By James Copnall
BBC News, Abidjan
The Ivorian authorities are to ask the UN to probe an assassination attempt against Prime Minister Guillaume Soro.
Mr Soro reached a deal with his former foe, President Gbagbo
Four people died when rockets were fired at a plane carrying Mr Soro after it landed last month in Bouake, the headquarters of his former rebel group.
Mr Soro, who was unhurt, was named prime minister in April under a deal to end Ivory Coast's four-year division.
There is intense speculation about who was responsible for the attack and how it will affect the peace process.
Some blame dissident rebels, angry that their leader has joined hands with President Laurent Gbagbo.
Others allege the president's camp was behind the attack.
After a cabinet meeting on Wednesday, a number of measures were announced to reassure the country of its determination not to be deterred by the failed assassination attempt.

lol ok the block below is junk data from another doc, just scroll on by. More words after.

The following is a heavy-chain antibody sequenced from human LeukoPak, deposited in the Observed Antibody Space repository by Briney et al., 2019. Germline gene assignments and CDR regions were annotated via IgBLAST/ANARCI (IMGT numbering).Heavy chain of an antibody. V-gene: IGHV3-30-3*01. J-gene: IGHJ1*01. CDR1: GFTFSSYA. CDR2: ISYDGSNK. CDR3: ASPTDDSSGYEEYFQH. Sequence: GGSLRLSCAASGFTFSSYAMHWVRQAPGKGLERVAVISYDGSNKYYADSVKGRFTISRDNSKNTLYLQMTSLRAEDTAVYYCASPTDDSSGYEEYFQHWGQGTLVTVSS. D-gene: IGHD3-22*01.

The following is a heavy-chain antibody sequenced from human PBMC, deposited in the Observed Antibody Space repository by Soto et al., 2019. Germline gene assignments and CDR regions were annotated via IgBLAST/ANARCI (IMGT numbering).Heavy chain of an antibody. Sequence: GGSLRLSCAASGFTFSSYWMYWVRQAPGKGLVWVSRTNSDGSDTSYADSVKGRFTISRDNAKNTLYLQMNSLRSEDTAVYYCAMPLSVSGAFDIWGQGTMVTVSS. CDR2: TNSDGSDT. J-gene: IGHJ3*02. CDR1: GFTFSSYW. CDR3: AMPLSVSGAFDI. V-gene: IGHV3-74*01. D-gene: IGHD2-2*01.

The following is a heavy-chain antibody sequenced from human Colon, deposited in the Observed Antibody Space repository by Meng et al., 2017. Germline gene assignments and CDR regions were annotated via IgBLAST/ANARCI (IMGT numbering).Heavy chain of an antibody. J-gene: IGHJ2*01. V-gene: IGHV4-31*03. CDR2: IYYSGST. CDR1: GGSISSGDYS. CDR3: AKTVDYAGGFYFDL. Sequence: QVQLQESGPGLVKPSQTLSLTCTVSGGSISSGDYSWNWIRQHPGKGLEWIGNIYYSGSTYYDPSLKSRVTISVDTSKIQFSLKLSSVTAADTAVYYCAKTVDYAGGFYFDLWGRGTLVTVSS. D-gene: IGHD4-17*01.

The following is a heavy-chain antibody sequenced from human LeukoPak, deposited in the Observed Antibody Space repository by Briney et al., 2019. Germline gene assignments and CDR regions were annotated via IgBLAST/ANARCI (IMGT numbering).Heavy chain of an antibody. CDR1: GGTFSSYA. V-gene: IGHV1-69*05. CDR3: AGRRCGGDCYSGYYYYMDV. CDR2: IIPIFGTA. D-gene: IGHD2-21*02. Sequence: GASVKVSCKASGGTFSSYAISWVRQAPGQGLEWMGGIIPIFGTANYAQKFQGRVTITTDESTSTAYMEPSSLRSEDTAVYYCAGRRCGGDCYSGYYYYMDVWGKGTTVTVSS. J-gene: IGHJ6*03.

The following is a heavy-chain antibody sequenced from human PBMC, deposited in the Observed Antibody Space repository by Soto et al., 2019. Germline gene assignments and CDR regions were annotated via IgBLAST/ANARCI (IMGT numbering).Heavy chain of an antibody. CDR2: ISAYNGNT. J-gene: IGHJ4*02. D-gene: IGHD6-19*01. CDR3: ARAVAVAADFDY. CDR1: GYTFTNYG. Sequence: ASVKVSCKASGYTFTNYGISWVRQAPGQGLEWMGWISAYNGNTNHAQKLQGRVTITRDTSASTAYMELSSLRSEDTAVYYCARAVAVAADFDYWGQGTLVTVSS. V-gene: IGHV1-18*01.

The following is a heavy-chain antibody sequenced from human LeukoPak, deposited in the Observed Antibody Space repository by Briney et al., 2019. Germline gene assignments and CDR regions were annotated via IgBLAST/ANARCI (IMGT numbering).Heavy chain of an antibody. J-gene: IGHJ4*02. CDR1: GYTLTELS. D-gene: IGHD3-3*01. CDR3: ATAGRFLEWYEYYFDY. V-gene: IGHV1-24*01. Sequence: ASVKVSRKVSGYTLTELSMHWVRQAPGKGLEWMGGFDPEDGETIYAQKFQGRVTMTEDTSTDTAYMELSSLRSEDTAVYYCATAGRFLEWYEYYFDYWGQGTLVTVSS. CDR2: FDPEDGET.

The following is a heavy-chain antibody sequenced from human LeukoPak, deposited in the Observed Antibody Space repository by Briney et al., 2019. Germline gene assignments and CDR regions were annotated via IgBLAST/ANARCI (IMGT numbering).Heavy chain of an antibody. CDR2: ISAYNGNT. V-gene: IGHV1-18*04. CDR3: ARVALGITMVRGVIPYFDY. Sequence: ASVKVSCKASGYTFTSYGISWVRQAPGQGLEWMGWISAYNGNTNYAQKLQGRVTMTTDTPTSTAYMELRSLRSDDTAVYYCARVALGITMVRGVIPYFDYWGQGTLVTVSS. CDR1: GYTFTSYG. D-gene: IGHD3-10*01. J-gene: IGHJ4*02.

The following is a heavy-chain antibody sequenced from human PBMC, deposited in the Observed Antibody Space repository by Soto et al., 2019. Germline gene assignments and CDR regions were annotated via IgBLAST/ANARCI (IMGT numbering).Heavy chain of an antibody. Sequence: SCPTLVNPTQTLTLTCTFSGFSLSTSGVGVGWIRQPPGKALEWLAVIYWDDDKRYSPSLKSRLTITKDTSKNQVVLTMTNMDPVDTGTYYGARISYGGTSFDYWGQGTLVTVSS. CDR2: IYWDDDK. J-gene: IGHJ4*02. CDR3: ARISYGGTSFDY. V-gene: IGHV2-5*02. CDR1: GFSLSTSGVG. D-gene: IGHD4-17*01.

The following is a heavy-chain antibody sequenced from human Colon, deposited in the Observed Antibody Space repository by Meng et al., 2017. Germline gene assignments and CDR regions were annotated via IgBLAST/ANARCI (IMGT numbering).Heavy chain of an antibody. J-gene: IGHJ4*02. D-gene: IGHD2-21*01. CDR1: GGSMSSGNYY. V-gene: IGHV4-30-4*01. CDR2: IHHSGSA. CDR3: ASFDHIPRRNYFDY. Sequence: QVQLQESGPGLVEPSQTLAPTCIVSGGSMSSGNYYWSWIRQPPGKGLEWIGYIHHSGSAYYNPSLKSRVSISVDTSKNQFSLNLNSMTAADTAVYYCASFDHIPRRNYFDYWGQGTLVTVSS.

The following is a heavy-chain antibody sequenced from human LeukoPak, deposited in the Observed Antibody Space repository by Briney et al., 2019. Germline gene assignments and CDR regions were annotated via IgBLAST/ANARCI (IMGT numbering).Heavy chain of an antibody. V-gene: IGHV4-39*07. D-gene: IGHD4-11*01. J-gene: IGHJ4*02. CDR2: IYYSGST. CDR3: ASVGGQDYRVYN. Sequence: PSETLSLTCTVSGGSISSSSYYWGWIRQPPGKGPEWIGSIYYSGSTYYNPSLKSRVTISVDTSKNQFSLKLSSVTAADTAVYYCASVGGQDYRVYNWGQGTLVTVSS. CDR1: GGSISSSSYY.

President Gbagbo is now scheduled to visit the northern city of Bouake, the stronghold for Mr Soro's New Forces group, on 30 July.
It will be his first visit to the north since the start of the war nearly four years ago.
If it happens it will be an historic moment, but this trip has already been postponed on several occasions.
The cabinet also decided that security will be increased throughout the country, without specifying how.
It was announced that the redeployment of the state administration to the north of the country is to be speeded up.
Civil servants are due to return to the north, controlled by the New Forces during the civil war, but there had been some speculation that the attempt on Mr Soro's life would put a halt to this plan on safety grounds.
A cabinet communiqué also explained that redeploying the administration would speed up the start of the identification programme, which will give Ivorian identity papers to the millions who do not have them.
Finally, national funerals will he held on Friday for the two bodyguards and the pair of protocol officers who were killed in June's attack.
It is still difficult to assess how big a blow the assassination attempt is for the peace process, even if the cabinet wants to give the impression that nothing will change.